[Bell Historians] Library Committee's learned journal

David Bryant djb122 at y...
Thu Apr 10 23:06:28 BST 2003

Anne Willis wrote:

> Yes,www. is a fine thing, and I find it most useful. However I suspect
> only comparitively little has made its way onto the web. So much depends
> someone making the information available, and this takes time and money.
> For example, if you wanted to search the archives of the Wiltshire
> Archaeological and Natural History Society, the only place it can be done
> in their library at Devizes. There is simply no money to place even an
> on the web, and I doubt if it is the only organisation in this situation.
> To depend on the web is as bad as depending on only one source or author
> a subject when many are available.

Isn't this looking at the issues from a rather narrow perspective? Most work
in bell history, and indeed in local history and archaeological societies,
is done on a voluntary basis, so why should money be an issue? Many such
societies have cumulative printed indices for every ten years, or something
along those lines, and putting these on the web would not be a huge task for
people with basic knowledge of web publishing, and it seems fairly likely
that such people are to be found in many local history societies and the
like. If the opportunities offered by the web are not realised by such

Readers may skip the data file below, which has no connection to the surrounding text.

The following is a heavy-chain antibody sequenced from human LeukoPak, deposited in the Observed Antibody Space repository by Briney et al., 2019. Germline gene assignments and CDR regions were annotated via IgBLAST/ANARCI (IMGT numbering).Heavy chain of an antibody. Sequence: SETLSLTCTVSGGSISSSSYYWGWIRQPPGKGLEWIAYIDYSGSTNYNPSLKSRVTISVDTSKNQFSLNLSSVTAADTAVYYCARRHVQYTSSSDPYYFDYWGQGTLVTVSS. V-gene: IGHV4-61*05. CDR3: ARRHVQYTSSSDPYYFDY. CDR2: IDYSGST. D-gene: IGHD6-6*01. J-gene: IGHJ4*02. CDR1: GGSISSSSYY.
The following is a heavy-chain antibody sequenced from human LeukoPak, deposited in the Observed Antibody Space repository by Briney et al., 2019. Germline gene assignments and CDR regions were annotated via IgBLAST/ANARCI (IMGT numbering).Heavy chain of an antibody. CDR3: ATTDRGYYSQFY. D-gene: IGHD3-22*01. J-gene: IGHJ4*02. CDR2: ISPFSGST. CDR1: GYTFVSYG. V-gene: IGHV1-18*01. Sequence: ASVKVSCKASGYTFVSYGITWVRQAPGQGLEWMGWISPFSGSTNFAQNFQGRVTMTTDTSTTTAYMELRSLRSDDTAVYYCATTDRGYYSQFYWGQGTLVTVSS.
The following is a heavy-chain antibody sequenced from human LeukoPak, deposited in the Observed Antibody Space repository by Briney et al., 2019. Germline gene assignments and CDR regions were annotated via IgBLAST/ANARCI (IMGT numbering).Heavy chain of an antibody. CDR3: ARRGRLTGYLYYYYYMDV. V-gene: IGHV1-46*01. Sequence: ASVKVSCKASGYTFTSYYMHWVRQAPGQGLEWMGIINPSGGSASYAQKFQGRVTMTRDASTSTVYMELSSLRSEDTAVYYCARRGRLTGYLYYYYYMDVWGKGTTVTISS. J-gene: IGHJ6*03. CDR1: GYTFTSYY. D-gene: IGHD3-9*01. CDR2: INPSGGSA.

societies that is their loss.

I use the web extensively for publishing bell research. I have a number of
sites, of which the main one is the York Bells site, most of the information
on which was previously unpublished. The great advantage of the web is that
it costs pretty much nothing, can be added to and amended as necessary,
unlike a book for which all research has to be completed before publication.
It is also possible to include much more information (and pictures) than
would be possible in a book simply on account of the amount of space it
would take up. Has anyone printed the whole York site (I haven't). How many
pages is it?

Of course the web does have drawbacks, the main one of which is, as Carl has
pointed out, its transitory nature. Also, some people (myself included) like
to have books. However, given the above and the fact that with a limited
interest subject such as bells the number of books sold will be small and a
loss may well be made, the web is a very good alternative, particularly for
work in progress where it is intended to publish a book eventually (as I do
with the York site).

Incidentally, regarding articles on the bell historians site, most of them
are on the part of my site at www.bryantd.fsnet.co.uk specifically so that
they are accessible to anyone. The only significant one which is on the
Yahoo site only accessible to list members is John Ketteringham's article on
F.E. Collins, the G&J bellhanger. John has asked me to move this onto the
other site, which I intend to do when I get round to it (I haven't forgotten
it, John!).

Naturally, the web sould be used in conjunction with published sources, and
it is worth remembering that it is accessible to far more people than a
small print run book of many decades ago. The point often made in mainstream
archaeological circles is that the web opens the floodgates for large
quantities of material which may be of dubious quality. However, surely it
is up to the researcher to use their initiative and sort the worthwhile from
the dross. Many of the sites on bells are of far greater merit than some
published books on the subject which I can think of!


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